(Phys.org)—A combined team of researchers from Italy and Russia has shown that prebiotic compounds can be synthesized by irradiating liquid formamide (aka methanamide) mixed with meteorite dust. In their paper published in Proceedings of the National Academy of Sciences, the team members describe their experiments, the results they found and what their findings suggest about the origins of life on Earth.
Formamide, an amide derived from formic acid, is a compound abundant in interstellar space (here on Earth it is used to make a variety of products) and because of that scientists are eager to find out if it might have played a role in the development of life on our planet. Prior research has shown that if it is heated it will break down into ammonia and carbon monoxide and eventually into water vapor and hydrogen cyanide.
In this new effort, the combined team treated it differently—they took a logical approach to finding the answer to whether it might have served as a precursor to the development of compounds necessary for life to have formed, by attempting to duplicate the conditions that might have existed on a meteorite during Earth's early history. They ground up samples from the four major classes of meteorites and added them to liquid formamide and kept the mixtures at the extremely low temperatures of space. Next, they shot a proton laser beam at the different mixes as a means of simulating the solar wind. Close examination of the various materials afterwards revealed the presence of nucleobases, carboxylic acids, sugars, amino acids and four nucleosides.
The researchers suggest their findings indicate that prebiotic compounds could have come about on planet Earth courtesy of meteorites carrying formamide that had been exposed to the solar wind. When mixed with phosphates on the planet's surface, the result could very well have been the building blocks of life. Their findings also suggest that because the process of producing the prebiotic compounds was so simple, and done with materials abundant in space, the chances of life evolving on other planets would seem to be high, at least for one residing in a habitable zone.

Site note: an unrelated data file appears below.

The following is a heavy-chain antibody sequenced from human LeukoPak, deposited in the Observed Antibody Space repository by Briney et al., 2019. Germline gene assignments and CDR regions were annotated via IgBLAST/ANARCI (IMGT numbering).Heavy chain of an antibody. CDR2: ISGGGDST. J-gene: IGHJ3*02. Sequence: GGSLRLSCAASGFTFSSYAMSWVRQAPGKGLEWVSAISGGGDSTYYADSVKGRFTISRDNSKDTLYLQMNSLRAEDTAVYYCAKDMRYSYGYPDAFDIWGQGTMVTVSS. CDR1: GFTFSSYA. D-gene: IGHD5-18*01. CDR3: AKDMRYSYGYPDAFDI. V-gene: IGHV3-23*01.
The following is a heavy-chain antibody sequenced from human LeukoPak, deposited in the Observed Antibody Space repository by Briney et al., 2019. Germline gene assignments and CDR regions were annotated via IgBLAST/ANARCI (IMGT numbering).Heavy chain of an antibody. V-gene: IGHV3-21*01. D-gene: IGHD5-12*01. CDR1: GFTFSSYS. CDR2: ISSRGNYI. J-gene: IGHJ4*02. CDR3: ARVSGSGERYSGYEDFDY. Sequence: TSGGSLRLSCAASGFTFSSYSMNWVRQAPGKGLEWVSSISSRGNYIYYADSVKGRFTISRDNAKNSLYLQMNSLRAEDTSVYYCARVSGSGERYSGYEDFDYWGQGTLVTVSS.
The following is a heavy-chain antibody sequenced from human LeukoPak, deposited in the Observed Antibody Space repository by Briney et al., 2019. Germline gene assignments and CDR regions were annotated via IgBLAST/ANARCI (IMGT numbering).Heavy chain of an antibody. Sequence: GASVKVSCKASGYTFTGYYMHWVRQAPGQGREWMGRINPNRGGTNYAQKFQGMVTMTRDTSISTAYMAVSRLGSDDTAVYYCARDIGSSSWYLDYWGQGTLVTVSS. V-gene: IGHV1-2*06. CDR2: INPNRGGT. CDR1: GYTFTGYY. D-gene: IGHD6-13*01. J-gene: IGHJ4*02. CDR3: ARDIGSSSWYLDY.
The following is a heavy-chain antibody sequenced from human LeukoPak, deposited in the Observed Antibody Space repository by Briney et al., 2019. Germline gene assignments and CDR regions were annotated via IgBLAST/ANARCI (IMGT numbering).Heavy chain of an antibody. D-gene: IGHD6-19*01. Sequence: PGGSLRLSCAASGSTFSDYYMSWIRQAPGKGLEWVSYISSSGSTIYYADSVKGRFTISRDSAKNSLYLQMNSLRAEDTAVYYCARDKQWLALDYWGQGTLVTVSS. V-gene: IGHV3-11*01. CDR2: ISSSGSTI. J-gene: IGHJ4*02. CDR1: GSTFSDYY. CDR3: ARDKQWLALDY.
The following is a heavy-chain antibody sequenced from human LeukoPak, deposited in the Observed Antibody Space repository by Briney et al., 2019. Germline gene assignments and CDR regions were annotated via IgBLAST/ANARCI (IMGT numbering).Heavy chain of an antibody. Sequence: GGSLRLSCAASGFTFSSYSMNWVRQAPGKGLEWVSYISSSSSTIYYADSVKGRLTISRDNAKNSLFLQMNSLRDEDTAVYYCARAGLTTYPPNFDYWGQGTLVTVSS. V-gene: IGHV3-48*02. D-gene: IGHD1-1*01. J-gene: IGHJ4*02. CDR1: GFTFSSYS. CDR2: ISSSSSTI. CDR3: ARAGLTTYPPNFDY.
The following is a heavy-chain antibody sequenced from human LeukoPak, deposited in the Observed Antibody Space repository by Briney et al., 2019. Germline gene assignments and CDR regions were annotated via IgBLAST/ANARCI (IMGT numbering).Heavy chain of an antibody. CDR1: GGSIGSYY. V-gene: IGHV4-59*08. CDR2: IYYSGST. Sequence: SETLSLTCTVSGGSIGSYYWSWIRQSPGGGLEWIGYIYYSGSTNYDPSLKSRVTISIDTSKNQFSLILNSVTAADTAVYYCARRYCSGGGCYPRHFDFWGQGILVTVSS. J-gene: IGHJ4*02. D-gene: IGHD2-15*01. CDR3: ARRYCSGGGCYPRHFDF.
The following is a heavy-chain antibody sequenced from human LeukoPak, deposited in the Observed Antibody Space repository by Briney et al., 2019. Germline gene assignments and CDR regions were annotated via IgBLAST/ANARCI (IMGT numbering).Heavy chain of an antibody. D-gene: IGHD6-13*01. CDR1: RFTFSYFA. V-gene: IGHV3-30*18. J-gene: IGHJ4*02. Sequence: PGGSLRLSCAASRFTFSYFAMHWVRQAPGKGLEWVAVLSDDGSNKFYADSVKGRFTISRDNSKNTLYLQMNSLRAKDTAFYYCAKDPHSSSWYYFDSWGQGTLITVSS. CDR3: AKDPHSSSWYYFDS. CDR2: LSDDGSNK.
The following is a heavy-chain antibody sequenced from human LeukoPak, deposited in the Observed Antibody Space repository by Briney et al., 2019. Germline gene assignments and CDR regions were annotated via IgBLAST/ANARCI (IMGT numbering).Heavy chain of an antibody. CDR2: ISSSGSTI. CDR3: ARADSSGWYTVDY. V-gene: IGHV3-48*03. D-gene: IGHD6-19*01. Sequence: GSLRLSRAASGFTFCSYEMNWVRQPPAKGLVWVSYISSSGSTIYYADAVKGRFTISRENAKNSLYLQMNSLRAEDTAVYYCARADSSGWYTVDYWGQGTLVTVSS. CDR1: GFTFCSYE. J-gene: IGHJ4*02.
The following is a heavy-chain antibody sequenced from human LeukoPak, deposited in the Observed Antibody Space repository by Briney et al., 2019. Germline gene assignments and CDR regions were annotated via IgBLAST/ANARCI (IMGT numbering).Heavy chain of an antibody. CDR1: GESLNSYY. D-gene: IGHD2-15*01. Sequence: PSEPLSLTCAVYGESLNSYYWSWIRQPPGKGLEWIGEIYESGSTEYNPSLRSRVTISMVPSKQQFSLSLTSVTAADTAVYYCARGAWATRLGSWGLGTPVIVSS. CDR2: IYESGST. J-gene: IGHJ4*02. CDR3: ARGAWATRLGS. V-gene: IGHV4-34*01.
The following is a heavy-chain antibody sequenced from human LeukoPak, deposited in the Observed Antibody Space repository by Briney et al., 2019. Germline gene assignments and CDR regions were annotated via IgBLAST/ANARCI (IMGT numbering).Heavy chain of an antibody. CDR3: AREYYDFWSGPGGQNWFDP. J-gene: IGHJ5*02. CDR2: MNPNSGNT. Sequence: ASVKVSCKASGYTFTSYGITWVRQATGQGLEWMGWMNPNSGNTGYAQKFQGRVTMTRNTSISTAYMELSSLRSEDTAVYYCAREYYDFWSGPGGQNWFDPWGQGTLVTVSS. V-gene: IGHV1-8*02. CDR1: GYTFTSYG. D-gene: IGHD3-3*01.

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More information: Meteorite-catalyzed syntheses of nucleosides and of other prebiotic compounds from formamide under proton irradiation, Raffaele Saladino, PNAS, DOI: 10.1073/pnas.1422225112
Liquid formamide has been irradiated by high-energy proton beams in the presence of powdered meteorites, and the products of the catalyzed resulting syntheses were analyzed by mass spectrometry. Relative to the controls (no radiation, or no formamide, or no catalyst), an extremely rich, variegate, and prebiotically relevant panel of compounds was observed. The meteorites tested were representative of the four major classes: iron, stony iron, chondrites, and achondrites. The products obtained were amino acids, carboxylic acids, nucleobases, sugars, and, most notably, four nucleosides: cytidine, uridine, adenosine, and thymidine. In accordance with theoretical studies, the detection of HCN oligomers suggests the occurrence of mechanisms based on the generation of radical cyanide species (CN·) for the synthesis of nucleobases. Given that many of the compounds obtained are key components of extant organisms, these observations contribute to outline plausible exogenous high-energy–based prebiotic scenarios and their possible boundary conditions, as discussed.